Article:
Home Technical Discussions Volkswagen Jetta, Golf, GTI: 1993-1999, Cabrio 1995-2002 (A3)

Volkswagen Jetta, Golf, GTI: 1993-1999, Cabrio 1995-2002 (A3) FLOOR PAN

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Last Post: Mar 5, 2010 5:45 PM Last Post By: Busbodger21

Posts: 77
Registered: 08/18/05
Posted: Dec 1, 2009 11:49 AM
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Seems like I have a few holes.
Is there a quick fix?
I know on the old beatles they have inserts that you can fit in.

Posts: 718
Registered: 02/16/05
Posted: Dec 1, 2009 2:20 PM   in response to: joefar1975 in response to: joefar1975
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Hello, joefar1975

There really is no quick and easy permanent fix for holes in a floor pan. Ideally, you're going to want to determine how if it all the holes are affecting the structure of the car. In my experience, if you can see this kind of damage there is likely a good deal more rust you can't see.

To get this correctly fixed, the rust will have to be removed, fresh metal welded in, and properly sealed. Some people take their chances with fiberglass patches, but there do little to nothing to restore proper structural rigidity to a rusted floor.

Best of luck,
Rick W
Bentley Publishers

Posts: 4
Registered: 07/07/07
Posted: Mar 5, 2010 5:45 PM   in response to: RickW in response to: RickW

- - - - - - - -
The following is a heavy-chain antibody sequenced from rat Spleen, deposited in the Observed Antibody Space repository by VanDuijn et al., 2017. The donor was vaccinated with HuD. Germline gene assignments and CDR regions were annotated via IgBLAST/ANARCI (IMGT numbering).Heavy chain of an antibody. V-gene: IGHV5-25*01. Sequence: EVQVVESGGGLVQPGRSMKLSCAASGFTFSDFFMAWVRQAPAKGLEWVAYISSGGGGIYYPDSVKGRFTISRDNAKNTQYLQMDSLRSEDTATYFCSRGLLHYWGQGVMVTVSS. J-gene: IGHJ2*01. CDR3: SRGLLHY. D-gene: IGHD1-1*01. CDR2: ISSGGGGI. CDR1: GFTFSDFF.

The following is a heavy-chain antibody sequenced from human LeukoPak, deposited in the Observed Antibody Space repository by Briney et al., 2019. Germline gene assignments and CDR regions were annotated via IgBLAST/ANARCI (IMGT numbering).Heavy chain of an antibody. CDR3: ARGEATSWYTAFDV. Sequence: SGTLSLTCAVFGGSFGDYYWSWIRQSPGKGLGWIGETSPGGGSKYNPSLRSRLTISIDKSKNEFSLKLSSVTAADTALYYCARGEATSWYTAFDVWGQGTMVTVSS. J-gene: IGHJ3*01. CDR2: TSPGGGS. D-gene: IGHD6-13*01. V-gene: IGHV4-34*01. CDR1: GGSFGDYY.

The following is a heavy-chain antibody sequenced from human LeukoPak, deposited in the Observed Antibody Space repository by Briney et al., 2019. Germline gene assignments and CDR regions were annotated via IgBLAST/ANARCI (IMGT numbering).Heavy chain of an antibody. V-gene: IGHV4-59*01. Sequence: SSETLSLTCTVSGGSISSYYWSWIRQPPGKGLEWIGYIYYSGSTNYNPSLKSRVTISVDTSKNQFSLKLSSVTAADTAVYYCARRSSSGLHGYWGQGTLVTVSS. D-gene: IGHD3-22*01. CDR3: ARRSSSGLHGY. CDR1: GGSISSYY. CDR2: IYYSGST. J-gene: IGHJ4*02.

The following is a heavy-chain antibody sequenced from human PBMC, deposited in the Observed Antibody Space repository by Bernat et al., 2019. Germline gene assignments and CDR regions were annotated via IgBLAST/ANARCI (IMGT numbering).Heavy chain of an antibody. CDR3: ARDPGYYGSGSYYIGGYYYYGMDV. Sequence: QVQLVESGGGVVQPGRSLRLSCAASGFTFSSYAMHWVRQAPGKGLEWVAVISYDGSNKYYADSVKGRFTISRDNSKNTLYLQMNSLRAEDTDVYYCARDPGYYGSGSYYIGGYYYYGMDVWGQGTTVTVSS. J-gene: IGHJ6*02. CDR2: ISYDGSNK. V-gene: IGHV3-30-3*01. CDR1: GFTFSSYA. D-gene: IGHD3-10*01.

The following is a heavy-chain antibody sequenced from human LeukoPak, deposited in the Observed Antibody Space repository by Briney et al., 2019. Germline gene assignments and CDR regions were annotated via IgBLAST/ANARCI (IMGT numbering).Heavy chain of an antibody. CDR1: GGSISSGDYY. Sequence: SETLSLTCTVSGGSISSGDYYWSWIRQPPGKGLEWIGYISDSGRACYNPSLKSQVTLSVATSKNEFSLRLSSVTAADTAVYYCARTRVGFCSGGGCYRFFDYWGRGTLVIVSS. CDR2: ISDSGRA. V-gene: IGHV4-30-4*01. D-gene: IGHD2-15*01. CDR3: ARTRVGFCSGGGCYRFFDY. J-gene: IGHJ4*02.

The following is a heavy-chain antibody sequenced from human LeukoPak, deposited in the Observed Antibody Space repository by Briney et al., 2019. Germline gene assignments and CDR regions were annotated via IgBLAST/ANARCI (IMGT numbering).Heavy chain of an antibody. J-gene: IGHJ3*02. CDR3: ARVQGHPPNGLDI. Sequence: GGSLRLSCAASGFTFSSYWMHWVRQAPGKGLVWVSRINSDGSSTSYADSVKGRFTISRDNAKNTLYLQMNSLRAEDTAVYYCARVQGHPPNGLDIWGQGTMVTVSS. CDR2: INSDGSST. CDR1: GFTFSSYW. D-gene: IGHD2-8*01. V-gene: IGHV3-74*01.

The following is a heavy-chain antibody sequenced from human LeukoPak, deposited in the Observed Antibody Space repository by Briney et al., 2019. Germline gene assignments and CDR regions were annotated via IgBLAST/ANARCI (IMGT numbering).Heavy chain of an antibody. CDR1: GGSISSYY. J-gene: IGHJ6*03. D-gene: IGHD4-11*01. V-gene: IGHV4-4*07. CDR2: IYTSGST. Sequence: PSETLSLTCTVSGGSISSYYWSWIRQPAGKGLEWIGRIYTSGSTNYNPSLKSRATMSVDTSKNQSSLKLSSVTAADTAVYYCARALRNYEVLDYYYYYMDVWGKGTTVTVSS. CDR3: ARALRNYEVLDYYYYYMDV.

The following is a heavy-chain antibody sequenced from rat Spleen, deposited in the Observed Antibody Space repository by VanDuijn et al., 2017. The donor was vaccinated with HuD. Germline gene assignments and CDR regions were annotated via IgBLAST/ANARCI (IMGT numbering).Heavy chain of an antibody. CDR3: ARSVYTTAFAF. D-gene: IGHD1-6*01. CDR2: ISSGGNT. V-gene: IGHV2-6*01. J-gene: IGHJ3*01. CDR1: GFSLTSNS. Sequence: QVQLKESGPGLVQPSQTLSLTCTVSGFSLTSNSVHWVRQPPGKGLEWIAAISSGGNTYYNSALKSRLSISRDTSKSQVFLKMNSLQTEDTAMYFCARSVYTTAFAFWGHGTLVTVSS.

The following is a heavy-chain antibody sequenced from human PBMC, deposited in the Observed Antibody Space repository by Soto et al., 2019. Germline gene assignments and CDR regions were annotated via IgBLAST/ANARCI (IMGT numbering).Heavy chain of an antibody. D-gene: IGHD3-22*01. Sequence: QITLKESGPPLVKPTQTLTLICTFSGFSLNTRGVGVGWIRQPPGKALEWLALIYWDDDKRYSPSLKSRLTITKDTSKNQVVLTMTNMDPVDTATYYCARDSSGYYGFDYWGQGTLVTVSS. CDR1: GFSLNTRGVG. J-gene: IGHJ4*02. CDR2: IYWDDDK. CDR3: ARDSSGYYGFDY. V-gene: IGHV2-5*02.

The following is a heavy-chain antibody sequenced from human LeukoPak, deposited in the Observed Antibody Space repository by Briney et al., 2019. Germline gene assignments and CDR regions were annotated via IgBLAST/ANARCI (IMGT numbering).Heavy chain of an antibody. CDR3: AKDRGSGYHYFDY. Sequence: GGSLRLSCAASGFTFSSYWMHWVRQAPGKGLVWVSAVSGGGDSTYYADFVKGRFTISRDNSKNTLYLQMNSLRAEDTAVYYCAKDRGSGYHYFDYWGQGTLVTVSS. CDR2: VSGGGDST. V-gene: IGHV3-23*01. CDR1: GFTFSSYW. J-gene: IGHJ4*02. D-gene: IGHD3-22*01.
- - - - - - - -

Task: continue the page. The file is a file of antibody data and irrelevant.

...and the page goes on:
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I have a '97 Cabrio that developed rust around the two rubber plugs in the rear floor. Eventually the plugs fell out as well. I have used fiberglass in the past on another car for patch panels and it was a failure. The fiberglass let go after a few months and the patch came loose. I have used pop rivets on another car and that worked but the patch was not water tight. I would have MIG welded the Cabrio patch in but I did not have a MIG welder and could not drive the car b/c in order to expose them for welding the whole interior had to come out.

With an adventurous spirit I bought two part "body epoxy" (adhesive) and the special caulking gun it requires from a pro-paint and body shop supply store. I cut out the rust and cleaned up the edges. I made a patch that matched the shape of the floor there with a body hammer and a piece of wood to shape it over. The patch overlapped the metal 1/4" all the way around the hole in the floor. I cleaned off the paint around the hole inside the car. Notice I did not have any rust to clean off because I had cut the steel back maybe 3/4" around the rust to get clean steel. I traced the shape of the patch panel on the floor and then applied the epoxy and spread it around the patch panel's pencil lines on the floor. I put heavy steel weights on the patches and waited 24 hours. While it dried I cleaned the squeezed out goo with some lacquer thinner and a rag. I also added more epoxy to fill any gaps between the patch and the floor from below. Once dried I sanded the epoxy a little and the patch and brushed on Rustoleum paint. Not sprayed.

The patch has remained solid and rust free now for three years. I would do this for door bottom patches and floor patches or lower fender patches no sweat. I would not do this for anything structural such as suspension mounts!!!

Trust me when I say that the discount auto parts stores are not going to have any products similar in quality. HONEST.

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